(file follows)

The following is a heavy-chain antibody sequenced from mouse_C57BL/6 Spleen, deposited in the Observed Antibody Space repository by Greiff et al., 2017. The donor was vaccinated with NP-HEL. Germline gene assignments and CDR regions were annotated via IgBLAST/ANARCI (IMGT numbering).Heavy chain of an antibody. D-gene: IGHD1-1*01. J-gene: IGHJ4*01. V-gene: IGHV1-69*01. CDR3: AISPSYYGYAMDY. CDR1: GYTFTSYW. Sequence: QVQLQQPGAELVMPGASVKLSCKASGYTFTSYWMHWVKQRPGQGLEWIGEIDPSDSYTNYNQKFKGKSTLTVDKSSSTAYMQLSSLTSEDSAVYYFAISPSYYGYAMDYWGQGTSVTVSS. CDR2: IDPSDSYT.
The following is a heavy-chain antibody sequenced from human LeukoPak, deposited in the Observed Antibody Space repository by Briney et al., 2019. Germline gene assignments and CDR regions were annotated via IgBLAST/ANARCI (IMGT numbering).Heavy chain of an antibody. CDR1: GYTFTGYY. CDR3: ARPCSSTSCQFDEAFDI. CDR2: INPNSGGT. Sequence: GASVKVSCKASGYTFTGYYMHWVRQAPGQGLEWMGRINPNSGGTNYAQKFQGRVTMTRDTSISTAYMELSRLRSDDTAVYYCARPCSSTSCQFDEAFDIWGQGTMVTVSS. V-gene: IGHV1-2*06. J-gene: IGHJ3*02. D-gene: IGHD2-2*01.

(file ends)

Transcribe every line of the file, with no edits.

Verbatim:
The following is a heavy-chain antibody sequenced from mouse_C57BL/6 Spleen, deposited in the Observed Antibody Space repository by Greiff et al., 2017. The donor was vaccinated with NP-HEL. Germline gene assignments and CDR regions were annotated via IgBLAST/ANARCI (IMGT numbering).Heavy chain of an antibody. D-gene: IGHD1-1*01. J-gene: IGHJ4*01. V-gene: IGHV1-69*01. CDR3: AISPSYYGYAMDY. CDR1: GYTFTSYW. Sequence: QVQLQQPGAELVMPGASVKLSCKASGYTFTSYWMHWVKQRPGQGLEWIGEIDPSDSYTNYNQKFKGKSTLTVDKSSSTAYMQLSSLTSEDSAVYYFAISPSYYGYAMDYWGQGTSVTVSS. CDR2: IDPSDSYT.
The following is a heavy-chain antibody sequenced from human LeukoPak, deposited in the Observed Antibody Space repository by Briney et al., 2019. Germline gene assignments and CDR regions were annotated via IgBLAST/ANARCI (IMGT numbering).Heavy chain of an antibody. CDR1: GYTFTGYY. CDR3: ARPCSSTSCQFDEAFDI. CDR2: INPNSGGT. Sequence: GASVKVSCKASGYTFTGYYMHWVRQAPGQGLEWMGRINPNSGGTNYAQKFQGRVTMTRDTSISTAYMELSRLRSDDTAVYYCARPCSSTSCQFDEAFDIWGQGTMVTVSS. V-gene: IGHV1-2*06. J-gene: IGHJ3*02. D-gene: IGHD2-2*01.